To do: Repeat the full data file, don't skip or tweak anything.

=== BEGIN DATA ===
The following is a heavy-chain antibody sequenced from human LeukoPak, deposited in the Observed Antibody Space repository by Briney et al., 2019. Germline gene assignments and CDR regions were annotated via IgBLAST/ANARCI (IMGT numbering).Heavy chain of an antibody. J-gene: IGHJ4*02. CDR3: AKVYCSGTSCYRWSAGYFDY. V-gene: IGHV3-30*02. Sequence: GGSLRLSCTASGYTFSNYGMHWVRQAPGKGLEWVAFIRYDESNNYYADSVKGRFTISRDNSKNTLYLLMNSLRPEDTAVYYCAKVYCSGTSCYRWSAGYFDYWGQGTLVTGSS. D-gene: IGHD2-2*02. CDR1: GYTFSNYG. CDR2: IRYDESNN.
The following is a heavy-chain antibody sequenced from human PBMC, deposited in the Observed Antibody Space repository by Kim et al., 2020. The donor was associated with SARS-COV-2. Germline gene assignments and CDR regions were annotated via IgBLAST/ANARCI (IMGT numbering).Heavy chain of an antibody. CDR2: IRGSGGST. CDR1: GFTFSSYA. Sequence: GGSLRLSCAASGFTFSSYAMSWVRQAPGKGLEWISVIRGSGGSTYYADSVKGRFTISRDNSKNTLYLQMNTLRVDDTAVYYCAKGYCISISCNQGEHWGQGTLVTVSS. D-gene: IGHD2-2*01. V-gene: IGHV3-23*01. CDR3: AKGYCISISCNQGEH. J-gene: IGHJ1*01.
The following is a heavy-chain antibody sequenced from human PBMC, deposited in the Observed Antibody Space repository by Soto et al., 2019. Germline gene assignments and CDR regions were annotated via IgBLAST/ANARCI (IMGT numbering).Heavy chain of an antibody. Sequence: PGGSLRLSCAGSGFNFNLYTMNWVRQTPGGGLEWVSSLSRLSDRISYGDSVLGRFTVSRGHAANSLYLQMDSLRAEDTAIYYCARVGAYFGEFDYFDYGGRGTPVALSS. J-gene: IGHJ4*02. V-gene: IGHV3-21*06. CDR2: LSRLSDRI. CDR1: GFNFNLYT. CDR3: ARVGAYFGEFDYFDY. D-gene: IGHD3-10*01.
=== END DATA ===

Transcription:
The following is a heavy-chain antibody sequenced from human LeukoPak, deposited in the Observed Antibody Space repository by Briney et al., 2019. Germline gene assignments and CDR regions were annotated via IgBLAST/ANARCI (IMGT numbering).Heavy chain of an antibody. J-gene: IGHJ4*02. CDR3: AKVYCSGTSCYRWSAGYFDY. V-gene: IGHV3-30*02. Sequence: GGSLRLSCTASGYTFSNYGMHWVRQAPGKGLEWVAFIRYDESNNYYADSVKGRFTISRDNSKNTLYLLMNSLRPEDTAVYYCAKVYCSGTSCYRWSAGYFDYWGQGTLVTGSS. D-gene: IGHD2-2*02. CDR1: GYTFSNYG. CDR2: IRYDESNN.
The following is a heavy-chain antibody sequenced from human PBMC, deposited in the Observed Antibody Space repository by Kim et al., 2020. The donor was associated with SARS-COV-2. Germline gene assignments and CDR regions were annotated via IgBLAST/ANARCI (IMGT numbering).Heavy chain of an antibody. CDR2: IRGSGGST. CDR1: GFTFSSYA. Sequence: GGSLRLSCAASGFTFSSYAMSWVRQAPGKGLEWISVIRGSGGSTYYADSVKGRFTISRDNSKNTLYLQMNTLRVDDTAVYYCAKGYCISISCNQGEHWGQGTLVTVSS. D-gene: IGHD2-2*01. V-gene: IGHV3-23*01. CDR3: AKGYCISISCNQGEH. J-gene: IGHJ1*01.
The following is a heavy-chain antibody sequenced from human PBMC, deposited in the Observed Antibody Space repository by Soto et al., 2019. Germline gene assignments and CDR regions were annotated via IgBLAST/ANARCI (IMGT numbering).Heavy chain of an antibody. Sequence: PGGSLRLSCAGSGFNFNLYTMNWVRQTPGGGLEWVSSLSRLSDRISYGDSVLGRFTVSRGHAANSLYLQMDSLRAEDTAIYYCARVGAYFGEFDYFDYGGRGTPVALSS. J-gene: IGHJ4*02. V-gene: IGHV3-21*06. CDR2: LSRLSDRI. CDR1: GFNFNLYT. CDR3: ARVGAYFGEFDYFDY. D-gene: IGHD3-10*01.